The biggest of the outdoor events are on the main city square, Trg Ban Josip Jelačić, where the screen is sheltered within a large stage. Popular local music acts perform before the games, ramping up the atmosphere. If Croatian score, expect near riotous behaviour to ensue, a spine-tingling noise from the thousands gathered and perhaps even the occasional shower of beer. If Croatia wins, the partying will continue until dawn.
Though not as epic as the main square, the outdoor screen on Strossmayer square is still pretty big and appears as part of a Food and Football festival. The fast food that's available here is a cut above, as are the craft beers, with a pale ale costing 25 kunas for 500ml. Seating is limited, so arrive early. Though showing all remaining games, commentaries may only be played here during Croatia's matches (although a large group of persistent English fans did persuade the smiling stage manager to put the sound on for their recent match against Sweden).
Every bar on Tkalčićeva will be showing the game and, popular as much with tourists as with locals, you're assured somewhat of an international audience along this stretch of bars. Medvedgrad brewery's Mali Medo outlet will have a big screen and you get to sample the beers from one of Zagreb's original craft breweries if choosing to watch the game here.
Further to the east of Tkalčićeva in Zagreb's upper town, Kaptol, lies the great outdoor market, Dolac. Just above that is Harat's Pub, part of an Irish theme pub chain. They will have a large screen positioned outside for the game, and offer a decent selection of beer brands and pizza.
Lauba is a building that combines permanent art exhibition space within a modern working environment. Alongside the artwork they showcase, they've also wholeheartedly embraced the World Cup. They have a large screen in their restaurant's courtyard. Travel just five tram stations from the west of the main square, up Ilica to Sveti Duh, in order to get there.
Being at least 30 minutes from central Zagreb (nearest tram station Zagreb Transporti, also Elka), The Garden Brewery is a bit of a trek. But, as it's a British-Croatian business, visiting English fans who may want to celebrate and cheer, unfettered by mindful manners, will be most welcome to do so here. Visiting here also ensures you're going to get the opportunity to try the excellent beer from one of Zagreb's best craft breweries.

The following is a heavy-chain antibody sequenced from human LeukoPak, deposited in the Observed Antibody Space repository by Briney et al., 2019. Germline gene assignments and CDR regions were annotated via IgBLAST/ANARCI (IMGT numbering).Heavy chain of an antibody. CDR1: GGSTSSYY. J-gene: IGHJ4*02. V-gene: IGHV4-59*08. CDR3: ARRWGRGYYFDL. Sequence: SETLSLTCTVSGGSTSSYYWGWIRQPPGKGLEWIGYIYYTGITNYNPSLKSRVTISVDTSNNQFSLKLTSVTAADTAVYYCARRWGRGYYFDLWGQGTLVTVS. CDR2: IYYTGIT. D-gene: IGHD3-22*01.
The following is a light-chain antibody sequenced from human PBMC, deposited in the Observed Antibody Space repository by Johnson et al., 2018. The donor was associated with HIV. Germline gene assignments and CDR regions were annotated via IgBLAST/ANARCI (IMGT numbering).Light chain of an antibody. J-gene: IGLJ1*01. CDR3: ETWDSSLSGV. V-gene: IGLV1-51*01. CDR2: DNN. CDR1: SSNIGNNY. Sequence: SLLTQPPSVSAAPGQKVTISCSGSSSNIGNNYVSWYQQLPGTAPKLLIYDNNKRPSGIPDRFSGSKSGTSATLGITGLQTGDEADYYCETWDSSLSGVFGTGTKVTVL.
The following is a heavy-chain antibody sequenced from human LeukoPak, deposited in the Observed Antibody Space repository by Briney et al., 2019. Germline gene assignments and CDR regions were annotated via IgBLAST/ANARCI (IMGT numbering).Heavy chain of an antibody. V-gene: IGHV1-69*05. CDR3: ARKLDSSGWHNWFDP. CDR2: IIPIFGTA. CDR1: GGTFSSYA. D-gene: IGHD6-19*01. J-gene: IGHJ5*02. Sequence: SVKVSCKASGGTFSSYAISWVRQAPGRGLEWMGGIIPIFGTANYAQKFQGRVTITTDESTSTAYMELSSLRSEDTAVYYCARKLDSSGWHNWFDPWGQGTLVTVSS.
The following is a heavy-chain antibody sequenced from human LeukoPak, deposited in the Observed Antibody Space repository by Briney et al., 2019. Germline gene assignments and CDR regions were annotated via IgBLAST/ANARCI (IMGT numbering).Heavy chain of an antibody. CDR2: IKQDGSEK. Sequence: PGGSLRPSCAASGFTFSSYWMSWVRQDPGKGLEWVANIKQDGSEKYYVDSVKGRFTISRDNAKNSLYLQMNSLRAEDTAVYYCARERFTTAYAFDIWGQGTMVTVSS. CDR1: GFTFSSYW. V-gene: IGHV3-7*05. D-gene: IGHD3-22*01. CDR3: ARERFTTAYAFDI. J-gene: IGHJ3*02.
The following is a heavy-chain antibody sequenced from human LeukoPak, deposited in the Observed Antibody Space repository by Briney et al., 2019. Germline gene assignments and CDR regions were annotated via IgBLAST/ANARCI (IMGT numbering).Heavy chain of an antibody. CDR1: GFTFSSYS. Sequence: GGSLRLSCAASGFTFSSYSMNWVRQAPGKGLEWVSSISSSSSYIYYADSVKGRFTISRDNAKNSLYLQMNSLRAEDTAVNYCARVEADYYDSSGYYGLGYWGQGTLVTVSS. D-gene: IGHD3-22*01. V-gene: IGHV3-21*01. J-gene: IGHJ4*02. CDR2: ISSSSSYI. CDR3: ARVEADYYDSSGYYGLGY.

More great things to do in Zagreb
Croatia’s capital has barrels of charm and is perfectly suited for first-time visitors.
Cross Mladost Bridge southbound on a Sunday morning and the first thing you see will be an ant-like procession of human forms moving purposefully along the River Sava embankment. It’s the weekly pilgrimage to Hrelić, a vast outdoor market that spreads itself across a gravelly lot, some 2km east of the bridge. Here a grid-plan mini-city of stalls sells everything from cheap jeans and T-shirts to footwear, no-longer-fashionable toys, second-hand sunglasses, and spare parts for machines you never knew existed. Some sellers only deal in specialised items (one offers fishing rods, another accordions); others simply set their junk out on the gravel in a disorderly pile. If you enjoy rummaging for used clothes, or dream of finding that offbeat fashion accessory that you never even knew you wanted until you saw it gleaming up at you from a dusty car-park floor, then Hrelić is most definitely for you. For a rather more genteel take on the same experience, the Sunday antiques and bric-a-brac market on Britanski trg provides the chance to browse the kind of junk that has been elevated to collectable status – old postcards, vintage magazines, second-hand books, and the kind of kitchenware your parents threw out years ago and now wish they hadn’t. Prints, militaria, old coins, folk costumes, retro furniture and genuine antiques also turn up, making Britanski trg a crucial stop-off for the determined curiosity hunter. It’s also an important Sunday social ritual, with the square’s café te
In Zagreb, shopping has undergone a makeover. From being a staid and rather quaint shopping backwater, the Croatian capital can now justifiably claim to be a hub of contemporary design. But for all these recent developments, Zagreb has not lost its traditional charm. The Dolac market behind the main square is still everyone's first port of call for fresh fruit and vegetables, and second-hand record stores abound. Read on to find out where to go shopping in Zagreb.
Zagreb attractions number plenty of stately icons among their ranks, owing to the city's status as a former Habsburg hub and capital of a new nation. Towering cathedrals, a venerable zoo and a stately cemetery all provide plenty of things to do in Zagreb. Our experts pick out the best.
There are countless cultural things to do in Zagreb, and its compact size makes it easy for first time visitors to navigate.